Sydney’s best parks, reserves and outdoor spots.

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One of the nicest things about Sydney is the amount of green space everywhere, little spaces of calm amongst the city. With so many nice views and a great climate it makes for a good way to spend an afternoon reading a book, or like a lot of sydneysiders a quiet place to hang out and eat lunch.

These are our favourite spots.

Observatory Hill

My absolute favourite place in Sydney to kill time. Sat on the opposite side of the harbour bridge to the opera house it offers a differing view of the Sydney Bay. The view takes in Balls Head, Blues Point, Lavender Bay, Luna Park, ‘That Bridge’, and all the lovely rooftops of the old terraces in The Rocks.

I discovered this space the first time I came to Sydney, and have been coming back ever since. I never get bored of the view, it’s just beautiful with enough background noise from the Harbour Bridge traffic. It’s also close by to lots of lovely old buildings in The Rocks, one of the nicer places to wander around.

Accesible from Kent Street, next to the tennis courts; Watson road (off Argyle Street) or the footpath under the Harbour Bridge from Cumberland Street.

Botanical Gardens

OK, so it’s always full of people whatever the weather but for a good reason! Dating back to 1816, and on the site of the first colonial farm in Australia, It’s full of plant species from all over the world, beautifully manicured gardens, some great sculptures, and wedding parties. There’s also plenty of wildlife including Ibis and Flying Foxes who sleep hanging from the trees in large numbers.

Several Entrances, most accesible from The Sydney Opera House.

Clark Park sercret gardens

Hidden away between Lavender Bay and Clark Park, lies a little green field of calm. Regenerated  by Wendy Whiteley, wife of the prominent and now deceased Australian artist Brett Whiteley. The land belongs to the railway company and was a dumping ground until transformed into a communal garden.  Superb harbour views from the top (as usual) and a secret grotto down the stairs with sculpture art, beautifully designed gardens and picnic tables.

Take a walk along lavender bay past Luna Park, and go up the stairs nearest the toilet block.

Paddington Reservoir

A tiny little space lies in the remains of an old reservoir, a sunken garden. It’s a clever design concept in trendy Paddington, with a tranquil space in the lower, sunken gardens and a grassy reserve on top of the remaining chamber. A great example of modern regeneration and clever, urban architecture.

It’s not a big reserve, but well worth a look if you’re headed to the Paddington Markets, or the Australian Centre for Photography which are all on Oxford street and within minutes of each other.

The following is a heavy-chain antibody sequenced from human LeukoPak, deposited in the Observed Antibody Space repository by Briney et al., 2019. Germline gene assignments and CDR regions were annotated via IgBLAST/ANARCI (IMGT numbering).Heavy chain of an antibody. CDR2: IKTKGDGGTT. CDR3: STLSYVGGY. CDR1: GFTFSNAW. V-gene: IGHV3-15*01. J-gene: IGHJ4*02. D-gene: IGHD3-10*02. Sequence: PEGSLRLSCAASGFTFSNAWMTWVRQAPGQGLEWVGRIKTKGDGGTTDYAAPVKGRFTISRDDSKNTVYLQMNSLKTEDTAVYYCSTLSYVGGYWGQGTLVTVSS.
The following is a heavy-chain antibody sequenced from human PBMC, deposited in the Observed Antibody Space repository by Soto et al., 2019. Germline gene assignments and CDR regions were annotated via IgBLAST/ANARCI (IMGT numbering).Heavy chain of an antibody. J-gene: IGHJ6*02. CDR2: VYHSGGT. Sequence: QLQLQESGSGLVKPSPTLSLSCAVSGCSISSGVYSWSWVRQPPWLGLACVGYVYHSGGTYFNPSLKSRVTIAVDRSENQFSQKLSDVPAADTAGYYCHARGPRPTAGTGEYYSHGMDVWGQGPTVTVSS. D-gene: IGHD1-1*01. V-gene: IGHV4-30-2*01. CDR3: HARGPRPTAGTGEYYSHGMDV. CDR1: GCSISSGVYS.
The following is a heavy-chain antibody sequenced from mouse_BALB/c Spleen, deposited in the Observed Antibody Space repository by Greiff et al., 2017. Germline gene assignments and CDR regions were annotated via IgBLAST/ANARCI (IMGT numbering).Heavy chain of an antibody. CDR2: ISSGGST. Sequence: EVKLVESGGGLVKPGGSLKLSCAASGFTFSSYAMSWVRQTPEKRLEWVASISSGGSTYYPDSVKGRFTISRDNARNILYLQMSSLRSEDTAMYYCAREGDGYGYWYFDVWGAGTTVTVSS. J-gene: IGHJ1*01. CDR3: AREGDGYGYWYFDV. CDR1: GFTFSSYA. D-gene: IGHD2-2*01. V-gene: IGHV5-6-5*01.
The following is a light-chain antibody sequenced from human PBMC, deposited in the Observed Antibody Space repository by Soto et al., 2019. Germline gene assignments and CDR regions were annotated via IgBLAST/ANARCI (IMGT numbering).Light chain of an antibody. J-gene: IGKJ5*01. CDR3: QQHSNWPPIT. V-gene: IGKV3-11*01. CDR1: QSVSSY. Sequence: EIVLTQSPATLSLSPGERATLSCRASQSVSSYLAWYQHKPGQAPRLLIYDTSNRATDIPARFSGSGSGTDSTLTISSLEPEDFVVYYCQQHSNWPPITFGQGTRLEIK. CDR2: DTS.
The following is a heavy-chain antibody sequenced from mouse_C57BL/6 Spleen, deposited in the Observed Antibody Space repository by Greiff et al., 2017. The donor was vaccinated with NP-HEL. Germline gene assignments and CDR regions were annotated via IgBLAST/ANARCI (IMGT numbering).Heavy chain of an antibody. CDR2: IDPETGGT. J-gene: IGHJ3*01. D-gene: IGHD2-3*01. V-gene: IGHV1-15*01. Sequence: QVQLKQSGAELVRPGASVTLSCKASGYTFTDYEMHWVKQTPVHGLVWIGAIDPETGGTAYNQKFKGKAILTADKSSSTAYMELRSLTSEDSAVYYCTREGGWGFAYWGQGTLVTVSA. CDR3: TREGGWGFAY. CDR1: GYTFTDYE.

Nearest the junction of Oatley Road & Oxford Street, known as ‘The Walter Read Reserve’ on Googlemaps.

Blues point

Blues point is on the northern side of the harbour. Nice big green spaces overlook the Harbour Bridge & parts of the rocks including the Walsh Bay Wharfs. It’s a nice spot to sit in the sunshine and relax, or take a picnic. It’s also the home of one of Sydneys more controversial buildings. The Harry Seidler designed Blues Point Tower. Loathed by many locals, it was the first building in a plan of many tower blocks for the area that were never built; it now stands alone, and seemingly out of place on the harbour front.

It’s a nice walk from Milsons point, through lavender bay and onto Blues point.

Most accesible by driving. Can walk from Milsons Point train station, through Lavender bay. one hour (ish)

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Others good spots include…

Hyde park – A favourite with the backpackers and the city workforce. Lunchtimes are busy on a nice day. Also home to the Anzac memorial, giant chess and lots of Ibis.

Bradfield Park – underneath the northern end of the Sydney Harbour bridge, near Milsons point station with nice views of the city at dusk, often busy on nice days.

Shark Island – Ideally located in the middle of the harbour, with no city ferry service. Access via private ferry, kayak or water taxi! See more Shark Island pictures from NYE here!

What’s Your favourite? Have I missed anything?

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Adelaide : Central Markets

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Adelaide has got a great feel to it, we should like to go back one day.

 

Check out my other Adelaide photo’s here!

 

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Sydney : Dusk, the perfect excuse not to get up for sunrise.

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Sydney : Balls Head Reserve

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I’ve been coming to Sydney for years, riding the North Shore Line into the city and always passing through Waverton, wondering about Balls head. They have  this lovely Victorian signage “Alight here for beautiful Balls Head”.